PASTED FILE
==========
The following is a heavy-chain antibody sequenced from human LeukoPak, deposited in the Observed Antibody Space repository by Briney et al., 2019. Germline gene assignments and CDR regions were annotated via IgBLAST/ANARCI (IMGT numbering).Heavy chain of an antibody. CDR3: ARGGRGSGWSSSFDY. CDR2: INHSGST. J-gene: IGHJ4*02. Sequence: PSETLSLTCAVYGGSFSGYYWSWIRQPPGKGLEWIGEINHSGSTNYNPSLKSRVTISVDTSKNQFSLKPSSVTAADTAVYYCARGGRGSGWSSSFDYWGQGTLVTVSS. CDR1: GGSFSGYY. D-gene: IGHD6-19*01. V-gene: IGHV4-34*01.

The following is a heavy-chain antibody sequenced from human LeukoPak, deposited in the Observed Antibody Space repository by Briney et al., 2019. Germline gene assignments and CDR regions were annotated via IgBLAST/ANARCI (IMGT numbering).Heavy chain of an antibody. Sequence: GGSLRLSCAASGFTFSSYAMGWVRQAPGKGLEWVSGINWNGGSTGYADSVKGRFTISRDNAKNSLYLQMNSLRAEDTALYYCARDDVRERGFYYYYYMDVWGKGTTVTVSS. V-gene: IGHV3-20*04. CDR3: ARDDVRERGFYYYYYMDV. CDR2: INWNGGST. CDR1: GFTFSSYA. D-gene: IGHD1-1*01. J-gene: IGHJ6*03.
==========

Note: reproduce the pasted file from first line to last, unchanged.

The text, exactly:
The following is a heavy-chain antibody sequenced from human LeukoPak, deposited in the Observed Antibody Space repository by Briney et al., 2019. Germline gene assignments and CDR regions were annotated via IgBLAST/ANARCI (IMGT numbering).Heavy chain of an antibody. CDR3: ARGGRGSGWSSSFDY. CDR2: INHSGST. J-gene: IGHJ4*02. Sequence: PSETLSLTCAVYGGSFSGYYWSWIRQPPGKGLEWIGEINHSGSTNYNPSLKSRVTISVDTSKNQFSLKPSSVTAADTAVYYCARGGRGSGWSSSFDYWGQGTLVTVSS. CDR1: GGSFSGYY. D-gene: IGHD6-19*01. V-gene: IGHV4-34*01.

The following is a heavy-chain antibody sequenced from human LeukoPak, deposited in the Observed Antibody Space repository by Briney et al., 2019. Germline gene assignments and CDR regions were annotated via IgBLAST/ANARCI (IMGT numbering).Heavy chain of an antibody. Sequence: GGSLRLSCAASGFTFSSYAMGWVRQAPGKGLEWVSGINWNGGSTGYADSVKGRFTISRDNAKNSLYLQMNSLRAEDTALYYCARDDVRERGFYYYYYMDVWGKGTTVTVSS. V-gene: IGHV3-20*04. CDR3: ARDDVRERGFYYYYYMDV. CDR2: INWNGGST. CDR1: GFTFSSYA. D-gene: IGHD1-1*01. J-gene: IGHJ6*03.